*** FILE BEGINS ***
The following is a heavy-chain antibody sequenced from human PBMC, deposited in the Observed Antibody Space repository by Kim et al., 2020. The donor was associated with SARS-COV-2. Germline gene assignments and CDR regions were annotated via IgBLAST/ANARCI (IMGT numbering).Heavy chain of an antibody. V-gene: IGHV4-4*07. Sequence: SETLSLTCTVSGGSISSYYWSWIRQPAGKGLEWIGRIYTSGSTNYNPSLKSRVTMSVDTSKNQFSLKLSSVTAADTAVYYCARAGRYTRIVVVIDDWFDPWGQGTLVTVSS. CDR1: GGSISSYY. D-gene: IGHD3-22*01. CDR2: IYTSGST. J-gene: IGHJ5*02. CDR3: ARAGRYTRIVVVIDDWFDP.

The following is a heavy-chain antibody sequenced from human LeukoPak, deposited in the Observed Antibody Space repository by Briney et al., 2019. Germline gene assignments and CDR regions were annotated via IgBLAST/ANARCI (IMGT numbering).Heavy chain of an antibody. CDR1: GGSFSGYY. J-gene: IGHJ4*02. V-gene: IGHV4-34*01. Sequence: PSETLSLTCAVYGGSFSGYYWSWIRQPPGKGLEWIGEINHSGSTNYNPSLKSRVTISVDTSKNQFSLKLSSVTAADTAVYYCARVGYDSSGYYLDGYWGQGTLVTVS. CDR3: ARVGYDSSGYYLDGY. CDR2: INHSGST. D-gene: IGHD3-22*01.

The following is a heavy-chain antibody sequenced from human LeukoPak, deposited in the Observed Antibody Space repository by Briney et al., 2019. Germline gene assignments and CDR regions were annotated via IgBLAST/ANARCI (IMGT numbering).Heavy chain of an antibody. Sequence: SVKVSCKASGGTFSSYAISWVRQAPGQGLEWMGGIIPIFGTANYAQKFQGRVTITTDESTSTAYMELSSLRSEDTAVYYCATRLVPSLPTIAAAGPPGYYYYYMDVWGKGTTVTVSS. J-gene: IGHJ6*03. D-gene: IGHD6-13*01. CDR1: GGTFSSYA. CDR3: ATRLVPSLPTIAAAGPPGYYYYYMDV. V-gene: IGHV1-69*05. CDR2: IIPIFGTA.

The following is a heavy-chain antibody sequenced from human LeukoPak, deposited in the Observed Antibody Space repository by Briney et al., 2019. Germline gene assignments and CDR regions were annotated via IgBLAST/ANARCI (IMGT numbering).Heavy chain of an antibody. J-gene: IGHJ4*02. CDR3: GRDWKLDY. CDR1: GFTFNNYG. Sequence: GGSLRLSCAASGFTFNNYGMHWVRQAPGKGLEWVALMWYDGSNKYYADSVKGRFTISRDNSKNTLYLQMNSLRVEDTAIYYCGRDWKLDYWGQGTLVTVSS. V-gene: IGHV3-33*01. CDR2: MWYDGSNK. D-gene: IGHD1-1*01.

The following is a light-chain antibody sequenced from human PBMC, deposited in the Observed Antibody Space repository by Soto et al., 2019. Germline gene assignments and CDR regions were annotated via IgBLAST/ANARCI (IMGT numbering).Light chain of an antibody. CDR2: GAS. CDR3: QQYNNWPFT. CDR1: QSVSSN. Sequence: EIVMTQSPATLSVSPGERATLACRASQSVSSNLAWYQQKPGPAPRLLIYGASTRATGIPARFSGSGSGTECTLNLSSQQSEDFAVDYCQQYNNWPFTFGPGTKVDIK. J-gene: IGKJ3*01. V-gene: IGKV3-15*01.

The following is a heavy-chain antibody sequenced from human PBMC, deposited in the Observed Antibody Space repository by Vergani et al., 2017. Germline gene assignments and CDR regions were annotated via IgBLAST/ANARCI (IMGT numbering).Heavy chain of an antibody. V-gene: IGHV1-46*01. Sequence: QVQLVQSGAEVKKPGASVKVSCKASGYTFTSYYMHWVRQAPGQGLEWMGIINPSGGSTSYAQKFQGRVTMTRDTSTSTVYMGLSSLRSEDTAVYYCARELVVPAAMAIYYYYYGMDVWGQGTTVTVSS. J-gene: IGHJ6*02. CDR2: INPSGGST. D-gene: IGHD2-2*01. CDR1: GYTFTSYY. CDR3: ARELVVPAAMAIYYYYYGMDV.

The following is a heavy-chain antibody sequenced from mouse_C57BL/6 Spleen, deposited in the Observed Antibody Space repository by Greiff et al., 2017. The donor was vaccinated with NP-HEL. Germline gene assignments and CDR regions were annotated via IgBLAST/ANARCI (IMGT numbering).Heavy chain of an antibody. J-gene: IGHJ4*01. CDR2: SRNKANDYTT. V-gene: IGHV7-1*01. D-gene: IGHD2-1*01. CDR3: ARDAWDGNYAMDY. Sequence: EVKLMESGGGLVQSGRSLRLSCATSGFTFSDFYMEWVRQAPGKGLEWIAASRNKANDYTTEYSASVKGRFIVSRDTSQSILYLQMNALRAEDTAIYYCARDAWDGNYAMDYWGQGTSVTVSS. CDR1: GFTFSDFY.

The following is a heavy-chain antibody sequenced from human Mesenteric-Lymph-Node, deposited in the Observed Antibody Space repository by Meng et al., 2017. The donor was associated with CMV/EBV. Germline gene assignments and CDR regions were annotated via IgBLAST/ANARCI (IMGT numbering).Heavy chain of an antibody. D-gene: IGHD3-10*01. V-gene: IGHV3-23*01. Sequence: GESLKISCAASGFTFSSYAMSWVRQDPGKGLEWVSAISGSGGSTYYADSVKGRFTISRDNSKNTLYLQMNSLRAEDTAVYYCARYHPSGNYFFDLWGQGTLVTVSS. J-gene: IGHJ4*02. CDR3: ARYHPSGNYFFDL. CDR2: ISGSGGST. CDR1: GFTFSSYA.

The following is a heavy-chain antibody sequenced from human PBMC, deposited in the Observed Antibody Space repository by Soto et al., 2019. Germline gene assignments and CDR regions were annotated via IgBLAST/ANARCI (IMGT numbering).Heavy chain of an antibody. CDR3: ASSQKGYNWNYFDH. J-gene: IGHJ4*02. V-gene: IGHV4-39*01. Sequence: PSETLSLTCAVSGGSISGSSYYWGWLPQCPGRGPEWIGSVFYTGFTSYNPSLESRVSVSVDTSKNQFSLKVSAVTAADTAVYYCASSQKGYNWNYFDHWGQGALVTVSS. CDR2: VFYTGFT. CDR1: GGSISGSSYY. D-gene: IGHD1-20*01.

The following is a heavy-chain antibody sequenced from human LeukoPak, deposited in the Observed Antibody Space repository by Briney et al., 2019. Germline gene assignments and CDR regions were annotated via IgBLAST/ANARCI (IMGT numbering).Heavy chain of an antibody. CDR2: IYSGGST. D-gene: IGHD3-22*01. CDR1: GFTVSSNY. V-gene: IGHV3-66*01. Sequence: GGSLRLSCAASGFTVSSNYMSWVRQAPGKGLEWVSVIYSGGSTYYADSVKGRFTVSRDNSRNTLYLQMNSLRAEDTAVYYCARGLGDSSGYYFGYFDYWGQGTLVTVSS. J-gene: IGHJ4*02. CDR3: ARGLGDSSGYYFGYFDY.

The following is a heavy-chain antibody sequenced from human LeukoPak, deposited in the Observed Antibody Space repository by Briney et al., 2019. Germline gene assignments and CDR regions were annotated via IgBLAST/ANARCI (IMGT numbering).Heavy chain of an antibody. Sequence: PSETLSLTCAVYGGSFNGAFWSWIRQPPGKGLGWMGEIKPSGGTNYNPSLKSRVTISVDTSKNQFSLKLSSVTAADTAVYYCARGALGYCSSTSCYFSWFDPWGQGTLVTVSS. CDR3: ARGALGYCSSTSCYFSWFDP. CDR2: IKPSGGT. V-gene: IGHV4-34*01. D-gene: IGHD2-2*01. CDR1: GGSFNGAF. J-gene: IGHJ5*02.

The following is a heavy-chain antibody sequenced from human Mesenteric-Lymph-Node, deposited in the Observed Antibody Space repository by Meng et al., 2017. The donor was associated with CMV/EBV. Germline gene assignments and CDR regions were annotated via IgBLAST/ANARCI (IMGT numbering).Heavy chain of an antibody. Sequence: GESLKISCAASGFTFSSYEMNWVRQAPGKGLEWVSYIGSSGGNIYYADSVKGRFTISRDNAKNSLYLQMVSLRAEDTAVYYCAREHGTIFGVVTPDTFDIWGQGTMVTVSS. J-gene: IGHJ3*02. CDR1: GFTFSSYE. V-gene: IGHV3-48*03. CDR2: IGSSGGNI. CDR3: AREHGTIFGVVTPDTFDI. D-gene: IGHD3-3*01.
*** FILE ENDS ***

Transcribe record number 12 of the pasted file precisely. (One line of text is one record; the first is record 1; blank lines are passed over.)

The following is a heavy-chain antibody sequenced from human Mesenteric-Lymph-Node, deposited in the Observed Antibody Space repository by Meng et al., 2017. The donor was associated with CMV/EBV. Germline gene assignments and CDR regions were annotated via IgBLAST/ANARCI (IMGT numbering).Heavy chain of an antibody. Sequence: GESLKISCAASGFTFSSYEMNWVRQAPGKGLEWVSYIGSSGGNIYYADSVKGRFTISRDNAKNSLYLQMVSLRAEDTAVYYCAREHGTIFGVVTPDTFDIWGQGTMVTVSS. J-gene: IGHJ3*02. CDR1: GFTFSSYE. V-gene: IGHV3-48*03. CDR2: IGSSGGNI. CDR3: AREHGTIFGVVTPDTFDI. D-gene: IGHD3-3*01.